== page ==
Paolo Acanfora

Anticommunism and the sacralization of politics in christian democratic culture: a contribution

In the post-war period the rise of an international bipolar system compelled a strong ideological hardening of the political struggle between competing communism and anticommunism. The political conflict became a “clash of civilisations” and affected the overall vision of human life. The process of secularization, the crisis of positivism, the spread of the philosophy of action, the emergence of the masses on the political scene and the evolution of technical knowledge require a drastic reconsideration of our understanding of political action, communication and relations between elites and masses. The experience of totalitarian regimes (fascism, Nazism and Communism) has shown which tools could be used to mobilize the masses successfully. The rise of political religions occurred as a consequence of new patterns in modern society and the need to provide answers to new questions of modernity. In historiography, the first attempts to understand this novelty can be found in George Mosse’s works and particularly in his category of «new politics»[1]. But a complete analysis and detailed description of the overall phenomenon is developed by Emilio Gentile. His work on the «sacralization of politics» and his original distinction between «political religion» and «civil religion» – the first linked to totalitarian politics and the second linked to a democratic one – are a point of reference for an overall understanding of mass politics in the twentieth-century. [2]

Based on these analyses we can better analyze how a mass party such as Italian Christian Democracy - characterized by its affiliation with traditional religion - acknowledged and used the contents and forms of the sacralization of politics in original ways. [3] From several points of view the totalitarian fascist experience provided the pattern for Italian mass parties. This is true above all for the myth of the nation, on which post-fascist Italian mass parties fought the decisive battles for the support of the masses, particularly among the middle class and younger generations. [4] It was with reference to the myth of the nation that Christian Democracy defined its opposition to communism. Starting from a specific interpretation of the Italian national civilisation–whose identity was basically marked by the religious and civil traditions of Christianity–the Christian Democratic governing class portrayed communism as an antithetical phenomenon foreign to Italian culture and tradition. One of the main leaders of party said expressly:

That Communism is an ideology that is alien to Italy; that is an enemy of western Latin and Christian civilisation; that it is opposed to the best interest of our nation; it is the responsibility of the Italians to say this, that is, the Italians who have not lost their sense of patriotism. [5]

From his point of view, the leader of Italian Christian Democracy and prime minister, Alcide De Gasperi, defined Marxism as “danger of asphyxiation to the vital atmosphere” [6] of Christian national civilization. The overall Christian Democratic strategy consisted of exposing communism as an obvious expression of anti-Italian sentiments. By contrast, the Christian Democratic Party represented itself as the most genuine expression of the religious and civil traditions of the nation and the sole political force capable of saving the national civilisation. The elaboration of this salvation myth was linked to the building of «national party» as envisioned by De Gasperi, by which the Catholic Party presented itself as the real heir of the tradition of Risorgimento (the process of Italian unification). [7] This explains why the awkward unity of the party needed to be protected at all costs because it not only saved party but safeguarded the «salvation of Italy».[8] The communist danger was perceived foremost as a threat to national civilisation. Christian Democratic propaganda charged the Italian Communist Party not only with following the dictates of a foreign state (namely the Soviet Union) but rather maintained that Marxist ideology was totally extraneous to the spirit and the soul of the nation. In the view of De Gasperi, the triumph of Marxism in Italy would have meant that the Italian people had failed to understand their own history and national tradition. [9]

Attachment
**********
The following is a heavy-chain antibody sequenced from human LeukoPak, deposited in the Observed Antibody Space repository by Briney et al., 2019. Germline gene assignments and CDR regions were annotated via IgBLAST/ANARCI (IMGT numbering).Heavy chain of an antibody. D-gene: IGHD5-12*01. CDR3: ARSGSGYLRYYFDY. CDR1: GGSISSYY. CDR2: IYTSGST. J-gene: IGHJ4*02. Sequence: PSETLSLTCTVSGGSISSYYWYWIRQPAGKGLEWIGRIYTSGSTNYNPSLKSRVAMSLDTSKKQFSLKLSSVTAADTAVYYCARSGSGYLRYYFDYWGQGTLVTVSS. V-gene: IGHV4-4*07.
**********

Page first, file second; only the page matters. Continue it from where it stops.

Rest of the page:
This idea was hardened by the representation of communism as a political-religious phenomenon, an idea advanced by the Christian Democratic governing class. According to this interpretation the central core of communist ideology consisted of a religious idea, fanatically espoused by the masses in their political support for this faith. In the words of Catholic politician and intellectual Igino Giordani, «the attraction of Communism comes from its chiliastic faith that turns into an idolatrous religion».[10]

According to this view Marxism constituted a heretical religion, [11] no different from what, for instance, Manicheism had been. [12] Its true strength derived not from its political and social program or its economic analysis and proposed solutions but rather from its «mystical millenarianism»,[13] «earthly Messianism»,[14] and «religious content».[15] In the judgement of the secretary of Italian Christian Democratic party, Guido Gonella, communism was above all «a problem of political faith»[16].

This analysis implied that the struggle against communism had to be fought on political-religious grounds. As a result, the language used in this battle was full of theological words. The Soviet Union, both as a geographic and ideological place, was defined as the «root of all evil».[17] Similarly one of the most important leaders of the party described communism as a «monstrous and demonic phenomenon».[18]